FCC Eases Noncom Board Reporting Rules

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Sen. Edward MarkeyEd MarkeySenate Dems want Trump to release ethics waivers, visitor logs Dems ask FCC to postpone vote on business data reforms Senate Dem: Trump team moving United States to militaristic solution in North Korea MORE (D-Mass.) blasted the Federal Communications Commission Thursday for a new order easing regulations on special data access lines that critics say will reduce competition and increase prices.

BDS, estimated to be worth about $45 billion, refers to the data lines that networks and businesses - ranging from banks to retail stores - purchase from major carriers like AT&T Inc.to traffic massive amounts of data.

Former Chairman Tom Wheeler took up the issue in an item circulated last summer and it was eliminated last fall.

The FCC approved a change to the rules that will now allow noncommercial educational broadcasters to avoid having to submit personal information about all board members or directors, a burden added to NCEs in a JANUARY 2016 revision of the ownership reporting rules.

"Efforts like the one started today undermine fundamental common-sense consumer protections", Gasparini said.

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Reinstatement allows ownership of more TV stations under the 39 percent national audience cap, which current Chairman Ajit Pai said is on the table after a litany of pop-culture references to that which is "inextricably linked" such as Kanye West and Kim Kardashian. But a year ago, the FCC under Democratic President Barack Obama said those rules were outdated after the 2009 conversion to digital broadcasting, which eliminated the differences in station signal strength.

That's likely to have its impact on big station owners, including Sinclair Broadcast Group (NASDAQ:SBGI), which is reportedly considering a bid for Tribune Media (TRCO -0.5%) in the high 30s per share.

The vote was 2 to 1, with commissioner Mignon Clyburn offering a scathing review of the policy.

Pai, however, argued that the elimination of the discount needed to go hand-in-hand with an examination of the media ownership cap.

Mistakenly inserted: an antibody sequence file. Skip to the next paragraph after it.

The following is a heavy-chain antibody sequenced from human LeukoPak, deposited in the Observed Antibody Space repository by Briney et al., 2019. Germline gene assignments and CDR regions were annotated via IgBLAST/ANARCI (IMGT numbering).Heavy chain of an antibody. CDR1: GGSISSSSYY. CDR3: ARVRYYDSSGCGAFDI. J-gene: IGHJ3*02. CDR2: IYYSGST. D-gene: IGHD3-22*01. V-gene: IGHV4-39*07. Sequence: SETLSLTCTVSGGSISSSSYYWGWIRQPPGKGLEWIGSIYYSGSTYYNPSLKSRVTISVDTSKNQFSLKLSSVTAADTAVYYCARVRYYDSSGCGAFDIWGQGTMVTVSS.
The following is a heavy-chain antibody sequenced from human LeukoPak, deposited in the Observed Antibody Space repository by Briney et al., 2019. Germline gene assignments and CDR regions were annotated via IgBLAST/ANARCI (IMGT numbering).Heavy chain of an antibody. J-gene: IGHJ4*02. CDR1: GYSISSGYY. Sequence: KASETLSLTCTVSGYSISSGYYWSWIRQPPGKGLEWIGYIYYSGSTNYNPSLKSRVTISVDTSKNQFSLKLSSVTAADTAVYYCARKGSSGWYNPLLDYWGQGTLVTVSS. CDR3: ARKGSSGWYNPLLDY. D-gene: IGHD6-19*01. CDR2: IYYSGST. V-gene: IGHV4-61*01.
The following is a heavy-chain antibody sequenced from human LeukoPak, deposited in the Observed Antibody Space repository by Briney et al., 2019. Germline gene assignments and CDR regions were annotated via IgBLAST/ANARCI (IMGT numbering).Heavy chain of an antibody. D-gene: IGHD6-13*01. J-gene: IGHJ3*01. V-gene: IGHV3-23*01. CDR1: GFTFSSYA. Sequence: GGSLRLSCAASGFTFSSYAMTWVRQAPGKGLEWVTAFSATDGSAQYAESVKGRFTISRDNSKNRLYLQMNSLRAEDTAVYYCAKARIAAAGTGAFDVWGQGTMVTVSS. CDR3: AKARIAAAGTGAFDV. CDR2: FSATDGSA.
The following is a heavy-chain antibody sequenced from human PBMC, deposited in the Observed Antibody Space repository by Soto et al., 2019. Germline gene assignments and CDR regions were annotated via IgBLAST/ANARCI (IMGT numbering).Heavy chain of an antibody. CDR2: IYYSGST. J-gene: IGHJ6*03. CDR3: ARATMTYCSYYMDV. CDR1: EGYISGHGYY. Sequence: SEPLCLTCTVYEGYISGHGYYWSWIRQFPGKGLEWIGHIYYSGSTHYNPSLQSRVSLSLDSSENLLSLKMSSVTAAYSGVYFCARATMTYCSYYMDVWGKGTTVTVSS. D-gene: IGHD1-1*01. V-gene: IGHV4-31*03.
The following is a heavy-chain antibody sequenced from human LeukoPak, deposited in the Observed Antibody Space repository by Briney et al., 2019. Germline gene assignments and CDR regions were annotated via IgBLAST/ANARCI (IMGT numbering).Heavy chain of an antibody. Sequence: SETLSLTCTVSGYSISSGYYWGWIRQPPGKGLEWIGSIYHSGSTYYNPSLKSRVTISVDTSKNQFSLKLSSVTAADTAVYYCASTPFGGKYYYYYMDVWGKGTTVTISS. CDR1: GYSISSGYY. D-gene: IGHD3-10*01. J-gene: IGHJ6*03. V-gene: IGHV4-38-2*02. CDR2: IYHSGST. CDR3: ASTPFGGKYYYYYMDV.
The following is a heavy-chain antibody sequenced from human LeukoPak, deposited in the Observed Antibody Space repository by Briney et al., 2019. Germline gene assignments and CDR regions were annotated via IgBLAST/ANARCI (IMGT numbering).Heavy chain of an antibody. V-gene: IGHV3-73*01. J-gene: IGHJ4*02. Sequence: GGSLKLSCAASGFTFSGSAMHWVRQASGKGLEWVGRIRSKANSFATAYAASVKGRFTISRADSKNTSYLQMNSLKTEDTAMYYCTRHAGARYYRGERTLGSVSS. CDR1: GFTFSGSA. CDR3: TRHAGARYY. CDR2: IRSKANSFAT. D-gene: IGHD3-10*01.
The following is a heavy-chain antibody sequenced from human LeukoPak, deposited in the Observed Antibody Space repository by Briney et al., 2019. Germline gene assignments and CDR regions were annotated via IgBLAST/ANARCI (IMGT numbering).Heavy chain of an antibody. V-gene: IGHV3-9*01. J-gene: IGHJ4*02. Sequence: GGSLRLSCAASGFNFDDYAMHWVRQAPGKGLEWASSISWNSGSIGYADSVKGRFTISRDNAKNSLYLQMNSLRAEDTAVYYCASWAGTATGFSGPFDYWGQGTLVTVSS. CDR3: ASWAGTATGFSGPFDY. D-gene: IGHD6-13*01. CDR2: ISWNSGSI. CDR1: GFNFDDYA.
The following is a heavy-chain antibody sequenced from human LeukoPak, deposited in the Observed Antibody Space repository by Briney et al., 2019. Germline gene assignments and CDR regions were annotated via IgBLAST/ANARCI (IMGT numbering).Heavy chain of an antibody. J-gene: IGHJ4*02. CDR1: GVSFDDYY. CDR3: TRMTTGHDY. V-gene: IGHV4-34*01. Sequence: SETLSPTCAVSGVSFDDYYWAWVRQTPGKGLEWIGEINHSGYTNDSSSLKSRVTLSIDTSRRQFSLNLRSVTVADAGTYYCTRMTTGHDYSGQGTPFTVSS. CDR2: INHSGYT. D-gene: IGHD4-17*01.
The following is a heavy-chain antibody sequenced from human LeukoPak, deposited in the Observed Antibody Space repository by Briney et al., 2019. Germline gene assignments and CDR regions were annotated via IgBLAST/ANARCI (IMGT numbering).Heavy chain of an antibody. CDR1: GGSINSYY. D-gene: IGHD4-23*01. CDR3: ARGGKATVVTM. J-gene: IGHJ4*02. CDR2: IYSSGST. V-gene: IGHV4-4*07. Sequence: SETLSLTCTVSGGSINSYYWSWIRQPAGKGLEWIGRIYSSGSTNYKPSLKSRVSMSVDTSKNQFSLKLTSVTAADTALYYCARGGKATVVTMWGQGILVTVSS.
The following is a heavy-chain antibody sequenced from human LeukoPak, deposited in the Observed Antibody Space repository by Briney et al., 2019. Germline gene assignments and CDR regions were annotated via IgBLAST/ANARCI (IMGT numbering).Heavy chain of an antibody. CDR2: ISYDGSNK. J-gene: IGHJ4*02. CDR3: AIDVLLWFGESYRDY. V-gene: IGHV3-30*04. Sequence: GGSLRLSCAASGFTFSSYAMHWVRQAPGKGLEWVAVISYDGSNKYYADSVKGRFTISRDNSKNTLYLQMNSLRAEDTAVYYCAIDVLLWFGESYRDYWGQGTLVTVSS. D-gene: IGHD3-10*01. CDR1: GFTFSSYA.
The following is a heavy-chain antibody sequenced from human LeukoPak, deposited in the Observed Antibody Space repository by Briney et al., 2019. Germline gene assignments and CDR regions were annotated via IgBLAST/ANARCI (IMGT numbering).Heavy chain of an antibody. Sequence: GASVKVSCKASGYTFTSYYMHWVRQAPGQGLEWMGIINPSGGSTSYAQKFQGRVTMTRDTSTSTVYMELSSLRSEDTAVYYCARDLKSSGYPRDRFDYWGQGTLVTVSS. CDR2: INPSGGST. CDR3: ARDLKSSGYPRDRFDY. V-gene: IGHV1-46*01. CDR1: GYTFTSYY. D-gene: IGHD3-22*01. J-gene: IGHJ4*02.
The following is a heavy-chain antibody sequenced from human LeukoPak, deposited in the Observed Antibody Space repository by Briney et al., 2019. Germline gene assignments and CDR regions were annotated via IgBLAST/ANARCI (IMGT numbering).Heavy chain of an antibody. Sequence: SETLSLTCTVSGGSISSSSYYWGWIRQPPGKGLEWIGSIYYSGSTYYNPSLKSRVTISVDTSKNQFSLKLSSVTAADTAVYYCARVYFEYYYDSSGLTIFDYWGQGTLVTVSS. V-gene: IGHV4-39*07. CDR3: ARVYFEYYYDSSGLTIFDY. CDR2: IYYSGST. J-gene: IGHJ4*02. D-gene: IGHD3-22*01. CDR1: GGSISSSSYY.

A Sinclair/Tribune deal "would be bad news for consumers" because it would reduce independent voices in some markets and could lead to higher pay-TV bills because Sinclair charges more than Tribune for cable companies to carry their stations, Pelosi and Pallone wrote. Dominant telecommunications providers have long abused their incredible market power, and American businesses and consumers have suffered the consequences in the form of reduced economic growth and job creation, lower business investment in new operations and products, and higher prices passed on to consumers for goods and services.

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Pai said FCC price controls were preventing existing providers from expanding their networks and discouraging new entrants, such as cable companies.

The FCC added 50 percent of the buildings in a county are within a half-mile of a location served by a competitive provider.

They and others asked the FCC to delay Thursday's vote in favor of gathering more data on the market. That was eliminated with the transition to digital television.

"Price regulation - that is, the government setting the rates, terms and conditions for special access services - is seductive", he said. The regulations require incumbent local exchange carriers (ILECs) to lease portions of their networks to smaller competitive local exchange carriers (CLECs) like Sprint and Level 3 at regulated rates to boost competition.

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